SAN FRANCISCO (KPIX 5) Ronald Chase has spent his whole life making art. Now at 80 years old, he reflects:
“I felt like that was something worth dedicating a good portion of the last portion of my life.”
Twenty-three years ago, he started SF Art & Film for Teenagers, a non-profit dedicated to getting young people interested in the arts. The group takes trips to museums, the opera, and the symphony.
“I think the arts cover a myriad of all sorts of events past, history, emotions, philosophy.. so you cover all these things while you are experiencing a work of art,” Chase said. “To talk about these things — that’s a whole other part of yourself that needs to be nurtured.”
The program began with just 18 kids, but quickly expanded. Now, as many as 600 young people from all walks of life attend Chase’s classes. Many have gone on to successful careers in the arts.
When Chase isn’t teaching art, he is creating his own art in the form of 3D constructions, painting, and photography. His works can even be found at the San Francisco Museum of Modern Art and the Met in New York City.
Last summer, he did something very interesting: he gave away a number of pieces for free to students so they could start their own collections.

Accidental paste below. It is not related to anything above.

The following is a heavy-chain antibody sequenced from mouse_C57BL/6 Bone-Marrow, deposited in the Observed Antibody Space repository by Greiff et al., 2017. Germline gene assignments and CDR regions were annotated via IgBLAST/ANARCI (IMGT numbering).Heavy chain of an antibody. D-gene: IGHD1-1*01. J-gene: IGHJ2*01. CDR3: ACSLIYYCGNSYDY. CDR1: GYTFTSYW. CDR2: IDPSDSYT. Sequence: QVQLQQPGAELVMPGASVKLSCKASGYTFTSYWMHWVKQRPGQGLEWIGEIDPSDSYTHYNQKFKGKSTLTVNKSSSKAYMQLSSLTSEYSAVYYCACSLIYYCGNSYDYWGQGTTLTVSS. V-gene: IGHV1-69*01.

“It was more really an experiment to see how you could generate some kind of interest, not in the system, but a part from the system,” he said.
Sebastian Kolderup-Lane will be a senior at Lowell High School this fall. But someday, he wants to be in the movie-making business. He’s hoping Chase’s class can help him get there.
“Ron has given me an understanding of art that I just didn’t have before,” he said. “Filmmaking or painting or drawing, whatever your outlet is, really teaches you to look at the world in a different way, in a more beautiful way.”
“It’s made me so much happier and fulfilled to be surrounded by young people,” Chase added. “(To) realize that you are doing something really valuable for them and watch them grow — that’s what parents do. I just have 500 kids.”
So for helping kids discover their potential through art, this week’s Jefferson Award in the Bay Area goes to Ronald Chase.